The Philippines isn't just about finding an isolated beach and getting catatonic. From taming volcanoes and catching barrels on Cloud Nine to navigating cave systems in Samar, the Philippines can capably raise any adrenalin junkie’s pulse. The country also has some of the world's best diving.

Mountain Climbing

Forming part of the Pacific Ring of Fire, the Philippines has scores of mountains over 2000m, many of them active or extinct volcanoes. Some of these volcanoes are more active than others (a thrilling prospect for many visitors), most notably the smoking Mt Mayon, so get in touch with local authorities before setting out. You'll need to register and obtain permits for the most popular climbs. See the wonderful website for comprehensive profiles of dozens of climbs across the country.

Where to Go

Mt Mayon The country’s most iconic and picture-postcard-perfect volcano, the conical-shaped Mt Mayon (2462m) is one of the Philippines' most active. More often than not it's closed beyond 1800m or so, but this is still a nice overnight climb and affords wonderful sunrise views.

Mt Pinatubo The serene, ice-blue crater lake of Mt Pinatubo (1450m) is the country's ultimate view. Reaching it involves a thrilling 4WD ride through a bizarre moonscape formed by one of the 20th century’s most cataclysmic volcanic eruptions, followed by an easy 45-minute hike.

Mt Pulag The highest peak in Luzon (2922m) is one of the country's most popular climbs, with several routes up of varying length and difficulty.

Taal Volcano It takes just 45 minutes to scale this diminutive crater within Taal Lake – itself a crater of a much larger volcano. Don't take it too lightly though: it's a brutally hot climb and one of the country's most active volcanoes.

Mt Apo The Philippines’ highest peak, Mt Apo (2954m) dominates the horizon in southern Mindanao, tempting climbers to set out from nearby Davao.

Mt Halcon More a mountaineering expedition than a hike, Mindoro’s Mt Halcon (2582m) is arguably the most challenging big peak in the Philippines.

Mt Kanlaon One of the Philippines' most thrilling volcano grunts is up Mt Kanlaon (2435m), one of Philippines' largest active volcanoes, on Negros. The climb takes you through forests teeming with bird species and wildlife.

Caving & Spelunking

The islands of the Philippines are pock-marked by some of the largest cave systems in Asia. Definitely not for the claustrophobic, the best spelunking adventures involve a combination of swimming through underground rivers, squeezing throughcrevasses and scrambling over ledges. Levels range from easy drifts through underground rivers to advanced caving with ropes and full equipment.

Where to Go

Catbalogan Langun-Gobingob Caves (Samar) The most expansive cave system in the Philippines, including one chamber the size of three football fields. The caves are surrounded by jungle, underground rivers and scores of waterfalls, and can be explored on a tour.

Puerto Princesa Subterranean River National Park A good option for those not wanting to scramble around or swim underground rivers. Paddle boats drift silently through one of the world's longest navigable, river-traversable tunnels near a pristine stretch of jungle-backed coastline.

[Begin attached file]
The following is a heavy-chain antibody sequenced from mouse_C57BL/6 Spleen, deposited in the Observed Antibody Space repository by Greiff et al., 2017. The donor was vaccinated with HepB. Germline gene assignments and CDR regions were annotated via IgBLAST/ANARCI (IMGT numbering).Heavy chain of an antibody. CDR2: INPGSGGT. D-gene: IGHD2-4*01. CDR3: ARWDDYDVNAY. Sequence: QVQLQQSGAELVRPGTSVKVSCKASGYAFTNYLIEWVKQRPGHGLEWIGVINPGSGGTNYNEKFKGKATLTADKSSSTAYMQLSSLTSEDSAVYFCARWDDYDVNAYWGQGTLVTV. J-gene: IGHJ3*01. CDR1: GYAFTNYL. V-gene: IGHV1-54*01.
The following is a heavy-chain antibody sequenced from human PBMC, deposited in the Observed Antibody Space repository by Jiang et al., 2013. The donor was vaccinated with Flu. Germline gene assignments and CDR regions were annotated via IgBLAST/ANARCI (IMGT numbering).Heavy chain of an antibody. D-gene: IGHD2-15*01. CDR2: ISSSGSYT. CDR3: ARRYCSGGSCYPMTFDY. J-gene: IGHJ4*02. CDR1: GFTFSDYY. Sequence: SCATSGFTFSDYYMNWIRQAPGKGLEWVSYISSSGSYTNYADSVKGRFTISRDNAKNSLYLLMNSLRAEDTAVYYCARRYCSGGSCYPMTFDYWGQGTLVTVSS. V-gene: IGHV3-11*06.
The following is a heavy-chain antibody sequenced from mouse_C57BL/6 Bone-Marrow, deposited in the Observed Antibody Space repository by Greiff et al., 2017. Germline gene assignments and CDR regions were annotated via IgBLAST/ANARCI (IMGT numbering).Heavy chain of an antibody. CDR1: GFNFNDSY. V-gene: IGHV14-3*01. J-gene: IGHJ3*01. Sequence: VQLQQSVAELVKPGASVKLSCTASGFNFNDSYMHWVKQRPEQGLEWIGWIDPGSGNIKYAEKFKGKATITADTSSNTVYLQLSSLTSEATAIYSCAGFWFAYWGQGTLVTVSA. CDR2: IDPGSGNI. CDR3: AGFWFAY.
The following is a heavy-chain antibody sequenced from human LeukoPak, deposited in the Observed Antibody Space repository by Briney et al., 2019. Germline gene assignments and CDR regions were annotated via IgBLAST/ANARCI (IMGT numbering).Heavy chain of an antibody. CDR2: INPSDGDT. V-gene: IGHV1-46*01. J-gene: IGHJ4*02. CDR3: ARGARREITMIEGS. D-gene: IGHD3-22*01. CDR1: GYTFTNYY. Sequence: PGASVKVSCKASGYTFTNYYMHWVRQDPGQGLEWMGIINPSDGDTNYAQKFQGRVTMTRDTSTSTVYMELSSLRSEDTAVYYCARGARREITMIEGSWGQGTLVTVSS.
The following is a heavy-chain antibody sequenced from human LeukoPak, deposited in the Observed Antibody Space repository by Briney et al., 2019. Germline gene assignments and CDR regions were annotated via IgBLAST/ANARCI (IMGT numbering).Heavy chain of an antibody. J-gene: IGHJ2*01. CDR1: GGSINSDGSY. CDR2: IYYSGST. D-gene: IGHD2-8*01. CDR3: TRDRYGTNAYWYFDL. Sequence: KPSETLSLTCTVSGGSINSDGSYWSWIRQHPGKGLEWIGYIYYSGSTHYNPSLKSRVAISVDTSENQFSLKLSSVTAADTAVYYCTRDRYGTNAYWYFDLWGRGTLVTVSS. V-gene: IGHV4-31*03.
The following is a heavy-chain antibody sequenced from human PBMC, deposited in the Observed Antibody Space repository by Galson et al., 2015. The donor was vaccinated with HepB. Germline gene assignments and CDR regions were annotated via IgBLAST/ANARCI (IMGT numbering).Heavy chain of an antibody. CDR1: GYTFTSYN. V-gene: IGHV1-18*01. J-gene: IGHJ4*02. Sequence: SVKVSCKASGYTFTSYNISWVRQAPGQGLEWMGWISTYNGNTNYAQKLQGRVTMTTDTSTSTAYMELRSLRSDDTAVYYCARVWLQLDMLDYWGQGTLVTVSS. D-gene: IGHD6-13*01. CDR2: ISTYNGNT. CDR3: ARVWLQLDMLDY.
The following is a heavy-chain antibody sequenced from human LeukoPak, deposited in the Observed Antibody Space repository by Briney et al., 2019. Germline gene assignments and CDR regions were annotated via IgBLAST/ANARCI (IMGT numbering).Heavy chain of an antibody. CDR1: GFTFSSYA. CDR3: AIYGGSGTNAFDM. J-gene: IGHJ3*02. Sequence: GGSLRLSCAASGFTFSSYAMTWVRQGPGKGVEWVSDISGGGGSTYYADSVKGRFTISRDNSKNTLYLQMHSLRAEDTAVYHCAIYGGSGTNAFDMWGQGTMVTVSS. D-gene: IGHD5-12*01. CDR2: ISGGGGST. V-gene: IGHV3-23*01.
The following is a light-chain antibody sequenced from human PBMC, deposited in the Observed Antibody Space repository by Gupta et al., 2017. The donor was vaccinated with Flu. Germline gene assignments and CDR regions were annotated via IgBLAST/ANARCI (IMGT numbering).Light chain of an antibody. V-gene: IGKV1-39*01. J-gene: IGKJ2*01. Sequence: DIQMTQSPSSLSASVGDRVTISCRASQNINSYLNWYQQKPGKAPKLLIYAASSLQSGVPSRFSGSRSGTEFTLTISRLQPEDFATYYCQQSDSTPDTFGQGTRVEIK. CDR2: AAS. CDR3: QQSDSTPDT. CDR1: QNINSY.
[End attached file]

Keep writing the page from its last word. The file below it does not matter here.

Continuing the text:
Sagada The four-hour Cave Connection tour takes you through a labyrinth of passages connecting two major caves via underground rivers.

Tuguegarao Northeast Luzon is home to a vast network of caves near the provincial centre of Tuguegarao. Walk through the Callao Cave, with seven chambers of limestone formations, or tackle the 12.5km-long Odessa-Tumbali Cave, suitable for more advanced cavers.

Tabon Caves Home to significant anthropological remains, this fascinating series of caves near Quezon in Southern Palawan occupies a stunning coastal promontory.


The major Philippine islands boast mountainous interiors with forests, birdlife and spectacular views. The rice terraces and mountains of North Luzon are most popular for trekking, but there are jungles and mountains to be explored across the Visayas, Mindoro and Mindanao.

Where to Go

North Luzon This region's Cordillera Mountains are easily the country's top trekking destination. You'll find dazzling rice terraces throughout Ifugao, Bontoc and Kalinga – hiking among them is one of Southeast Asia’s top trekking experiences. You can hike to stunning waterfalls out of Batad, Hungduan, Sagada or Pagudpud, and there are 2500m+ peaks to tackle throughout the region.

Puerto Princesa The lush tropical jungles of central Palawan are ripe for exploration. Hook up with Pasyar Travel & Tours for multiday expeditions led by forest guardians, or explore the lush rainforests and peaks around the Underground River in Sabang.

Camiguin This Northern Mindanao island is an adventure playground riddled with volcanoes and hiking trails leading to hot springs and spectacular waterfalls.

Around Manila Trails around Subic Bay allow you to visit indigenous Aeta groups. Mt Arayat near Angeles is a fun climb, while south of Manila you'll find dozens of peaks, led by Mt Banahaw.